Book Review: The Mime by Tommy Tutalo

Title: The Mime

Author: Tommy Tutalo

Publisher: Self-published

Publication date: March 21, 2022

Genre: MG/YA, Fantasy

One Sentence Summary: Following the deaths of her parents, Florina becomes mute, but, thanks to an evil magician, ends up on a magical, dangerous journey with a group of performers to save her world and find her voice.

the mime tommy tutalo


The Mime is a gorgeous story of love and finding one’s voice. It’s steeped in Mexican culture as well as performance art. There are heartbreaking moments and heart warming times, as well as an evil magician who will do anything to foil Florina and the performers she travels with. While I sometimes felt like the adults played too big of a role, I did enjoy Florina’s journey and the love she finds along the way. There’s a very interesting sort of magic that’s the key to this story, but, at it’s heart, it’s just a magical story of a young girl trying to find her way back home and to what she has left of her parents. The Mime tells a beautiful story laced with magic and danger, but also full of love and heart.

Extended Thoughts

In Oaxaca, Mexico, a young girl named Florina lives with the widow of the man who employed her late parents. Rendered mute after their deaths, she’s bullied at school, especially when the drawings she does instead of her schoolwork is revealed. One day, Florina discovers the journal her father kept for her, one with secrets hidden within, secrets an evil magician will stop at nothing to obtain.

It isn’t long before Florina falls for the magician’s tricks. Before she knows it, she’s in a world both familiar and foreign, one where the magician rules and has stripped talented performers of their abilities. With a group of performers still doing their best to cling to their talents, Florina crosses this magical, dangerous Oaxaca to save her new friends, find her voice, and discover a long buried truth.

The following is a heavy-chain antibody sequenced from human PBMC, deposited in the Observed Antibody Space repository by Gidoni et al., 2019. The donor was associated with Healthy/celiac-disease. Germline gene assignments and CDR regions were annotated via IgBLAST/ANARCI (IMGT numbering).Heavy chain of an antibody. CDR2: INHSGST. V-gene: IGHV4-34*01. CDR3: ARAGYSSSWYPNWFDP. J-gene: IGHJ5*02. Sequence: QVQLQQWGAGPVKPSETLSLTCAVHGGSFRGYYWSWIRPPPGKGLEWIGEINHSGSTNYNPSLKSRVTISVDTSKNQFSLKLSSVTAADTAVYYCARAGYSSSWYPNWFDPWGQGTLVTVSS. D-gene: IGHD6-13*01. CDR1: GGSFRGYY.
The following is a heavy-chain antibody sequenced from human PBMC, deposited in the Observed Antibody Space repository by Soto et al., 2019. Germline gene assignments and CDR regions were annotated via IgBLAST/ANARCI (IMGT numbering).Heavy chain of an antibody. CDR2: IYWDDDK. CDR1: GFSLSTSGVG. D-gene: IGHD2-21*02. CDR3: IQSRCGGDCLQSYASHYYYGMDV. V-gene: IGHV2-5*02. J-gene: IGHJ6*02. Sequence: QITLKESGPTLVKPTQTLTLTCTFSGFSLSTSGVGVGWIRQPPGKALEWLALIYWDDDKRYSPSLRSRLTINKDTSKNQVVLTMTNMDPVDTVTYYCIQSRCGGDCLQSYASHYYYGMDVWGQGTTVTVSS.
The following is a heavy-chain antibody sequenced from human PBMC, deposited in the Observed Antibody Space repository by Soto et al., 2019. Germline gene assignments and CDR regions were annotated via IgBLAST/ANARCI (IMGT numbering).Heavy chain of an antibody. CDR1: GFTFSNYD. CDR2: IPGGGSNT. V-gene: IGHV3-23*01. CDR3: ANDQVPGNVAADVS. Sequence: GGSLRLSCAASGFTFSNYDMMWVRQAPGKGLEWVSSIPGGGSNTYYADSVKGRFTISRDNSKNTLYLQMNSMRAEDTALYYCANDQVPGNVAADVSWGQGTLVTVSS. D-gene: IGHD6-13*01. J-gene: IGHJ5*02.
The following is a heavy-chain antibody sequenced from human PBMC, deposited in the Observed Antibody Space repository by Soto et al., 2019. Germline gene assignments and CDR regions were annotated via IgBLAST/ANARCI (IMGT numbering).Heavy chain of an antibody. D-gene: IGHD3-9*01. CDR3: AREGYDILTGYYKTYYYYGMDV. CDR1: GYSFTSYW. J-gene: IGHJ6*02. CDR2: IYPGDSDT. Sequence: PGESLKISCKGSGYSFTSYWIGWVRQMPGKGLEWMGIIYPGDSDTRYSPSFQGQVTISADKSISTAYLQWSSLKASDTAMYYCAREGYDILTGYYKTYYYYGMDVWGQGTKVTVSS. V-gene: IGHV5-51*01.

Where Tutalo’s Esperanza carried a vein of hope throughout the story, The Mime carries a beautiful message of love. Aimed at a younger audience than the books I usually read, I found The Mime to be magical with an overlay of danger, but Florina and her new friends develop a fast rapport, weaving a beautiful tale of love and friendship and the lengths one will go to in order to protect and save each other. There were times when the material felt slightly too adult for me, but I really did feel a younger audience would enjoy this. There are trials and tribulations, magic and stunning performances, and adults who will do anything to protect the young girl who has suddenly walked into their midst.

The Mime is a gorgeous story touched with magic that never loses its focus. There’s adventure and danger at every turn, and the characters always seem to be encountering something they must overcome. Their journey is not easy, but is necessary if they are to reclaim the lives that have been taken from them and their fellow performers. I liked how there was danger at every turn, but it never felt disastrously dangerous. There were also some sweet, quiet periods, and stories from the performers of their previous lives. Since The Mime is chock full of performers, there’s something beautifully artistic about how the story is told, especially since their artistry takes center stage. Their performances came to life so strongly that I felt like I was watching them unfold instead of simply reading them. It was fantastic to read a story that revolved around performers, that emphasized the beauty and importance of art.